Ed Shoote: Gravel Rides Scotland

Ed Shoote is an Apidura Ambassador, writer and photographer who has bikepacked across more than 50 countries and now spends his time exploring the endless network of gravel tracks crisscrossing the Scottish countryside. Keen to share the best Scottish gravel he’s found in his explorations, he’s written a book: Gravel Rides in Scotland: 28 Gravel Bike Adventures in the Wilds of Scotland. We asked him to share with us why Scotland is such a gravel riding paradise and his tips for tackling Scottish gravel.

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Man riding a gravel bike


Scotland is made for gravel bikes, with dramatic landscapes that inspire cycling adventures. Scotland is perhaps infamous for mixed weather, but it also has an incredible network of maintained gravel tracks that let cyclists explore further and deeper into the countryside on more forgiving terrain than heading truly off road. Scotland’s unique history has resulted in endless tracks through glens and over passes – both new (such as wind farm access roads) and old, historic military roads. Right to roam and access laws mean cyclists have a responsible right to access, making almost all these tracks available for riding and gravel adventures. All of this makes Scotland a gravel paradise with endless options for adventures – so many that choosing just a select few for a book is a real challenge!

Scottish gravel is on the adventurous end of the spectrum and wide tires are a must. 42mm is a great starting point but wider tires won’t hinder you and you’ll appreciate the comfort they bring. I use 650b wheels with 47-52mm tires for most of my gravel riding in Scotland. However, while some of the trails can be a bit rough, they are all drop bar bike friendly and suit what we call a modern gravel bike, with up-to-date tyre clearances. Off-road bikepacking in Scotland doesn’t mean you need to get into technical mountain biking terrain, there is so much gravel you won’t need a bigger more capable bike to have endless adventures.

The benefit of gravel riding over mountain biking is the ability to travel fast and light… although the varying terrain and challenging weather conditions in Scotland mean you need to be prepared for anything gear-wise. I always carry a waterproof, no matter the weather, and lightweight, waterproof bikepacking bags are a must for spare tools, a pump, first aid kit and snacks – you don’t want a big backpack strapped to you on the gravel tracks or up the climbs and I find an Apidura Expedition Frame Pack helps me feel so much freer and more comfortable on the bike.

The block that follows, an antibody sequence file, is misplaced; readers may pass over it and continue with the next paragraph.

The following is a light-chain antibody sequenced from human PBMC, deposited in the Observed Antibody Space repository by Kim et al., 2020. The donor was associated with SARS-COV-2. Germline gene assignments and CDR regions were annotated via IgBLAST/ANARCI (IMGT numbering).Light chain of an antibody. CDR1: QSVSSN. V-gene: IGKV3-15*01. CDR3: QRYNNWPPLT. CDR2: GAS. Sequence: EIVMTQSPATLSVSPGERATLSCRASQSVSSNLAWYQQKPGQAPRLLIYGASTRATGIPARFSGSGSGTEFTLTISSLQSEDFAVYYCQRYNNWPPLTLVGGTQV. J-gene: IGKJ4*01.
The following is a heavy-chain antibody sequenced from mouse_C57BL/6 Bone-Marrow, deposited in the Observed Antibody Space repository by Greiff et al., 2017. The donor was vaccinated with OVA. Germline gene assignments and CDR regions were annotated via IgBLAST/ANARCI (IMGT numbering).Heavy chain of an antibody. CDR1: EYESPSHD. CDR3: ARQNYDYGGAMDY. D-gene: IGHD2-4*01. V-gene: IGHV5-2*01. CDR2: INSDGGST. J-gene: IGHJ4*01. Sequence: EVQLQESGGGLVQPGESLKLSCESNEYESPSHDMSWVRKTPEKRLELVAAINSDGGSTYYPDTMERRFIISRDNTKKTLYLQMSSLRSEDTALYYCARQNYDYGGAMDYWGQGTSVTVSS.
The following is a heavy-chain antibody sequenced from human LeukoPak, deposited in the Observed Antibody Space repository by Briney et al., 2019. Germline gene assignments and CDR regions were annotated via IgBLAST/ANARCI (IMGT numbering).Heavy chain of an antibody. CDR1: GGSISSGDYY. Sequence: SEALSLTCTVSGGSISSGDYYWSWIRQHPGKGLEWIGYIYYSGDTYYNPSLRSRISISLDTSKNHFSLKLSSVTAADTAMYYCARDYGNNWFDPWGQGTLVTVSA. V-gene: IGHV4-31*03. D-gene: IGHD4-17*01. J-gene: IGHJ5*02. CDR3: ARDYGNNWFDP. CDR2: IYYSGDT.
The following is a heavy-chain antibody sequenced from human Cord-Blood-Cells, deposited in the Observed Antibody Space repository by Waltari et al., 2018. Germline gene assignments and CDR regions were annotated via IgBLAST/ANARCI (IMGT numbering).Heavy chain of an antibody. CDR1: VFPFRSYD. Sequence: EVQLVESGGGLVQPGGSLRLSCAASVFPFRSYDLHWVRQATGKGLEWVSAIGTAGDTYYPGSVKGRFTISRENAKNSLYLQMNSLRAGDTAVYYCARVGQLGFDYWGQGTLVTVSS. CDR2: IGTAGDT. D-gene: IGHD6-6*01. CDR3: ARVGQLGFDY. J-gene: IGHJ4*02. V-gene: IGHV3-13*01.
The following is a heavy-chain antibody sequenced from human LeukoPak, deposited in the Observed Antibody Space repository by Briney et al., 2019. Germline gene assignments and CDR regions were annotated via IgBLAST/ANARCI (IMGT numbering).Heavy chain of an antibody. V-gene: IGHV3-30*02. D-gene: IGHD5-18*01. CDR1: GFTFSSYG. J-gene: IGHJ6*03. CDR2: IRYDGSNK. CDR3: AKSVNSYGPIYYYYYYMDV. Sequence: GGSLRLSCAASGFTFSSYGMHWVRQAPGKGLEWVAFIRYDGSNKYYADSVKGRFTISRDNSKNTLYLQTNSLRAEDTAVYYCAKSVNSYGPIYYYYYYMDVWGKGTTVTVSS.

While I enjoy long bikepacking trips, the book focuses on shorter loops, with the option to link up routes and create a longer bikepacking tour. This gives the option of 28 shorter loops that are incredible on their own or connecting them together to create the ultimate loop. For the brave and resourceful, there are plenty of hints to help you explore beyond the routes I’ve shared.

Each region in the book is designed around a long weekend away. The eastern Cairngorms lends itself really nicely to this style of uncommitted riding – the routes all overlap, which provides so many options. Personally, I would say the Cairngorms has the best gravel riding in the UK and it’s definitely my favourite collection of the book.

The hardest part of writing the book was settling on the loops. My local riding in the Tweed Valley in the Scottish Borders is superb and I’m constantly exploring and adapting my favourite routes. Lockdown forced me to explore locally on trails that have been right in front of me all along and I don’t feel like I’m close to exploring everything still. Each ride brings something different – one minute you’re on the highest point for miles and have stunning views of Edinburgh and the sea, the next you’re deep in the Tweed Valley following the course of a river.

Ed Shoote’s book, Gravel Rides in Scotland: 28 Gravel Bike Adventures in the Wilds of Scotland is available now and contains 28 routes, ranging from 31 to 128km, exploring the best gravel riding that Scotland has to offer across seven outstanding gravel destinations – the Scottish Borders; Dumfries and Galloway; Argyll and Bute; Highland Perthshire and the Trossachs; the Cairngorms (split into Deeside and Aviemore); and Northwest Scotland.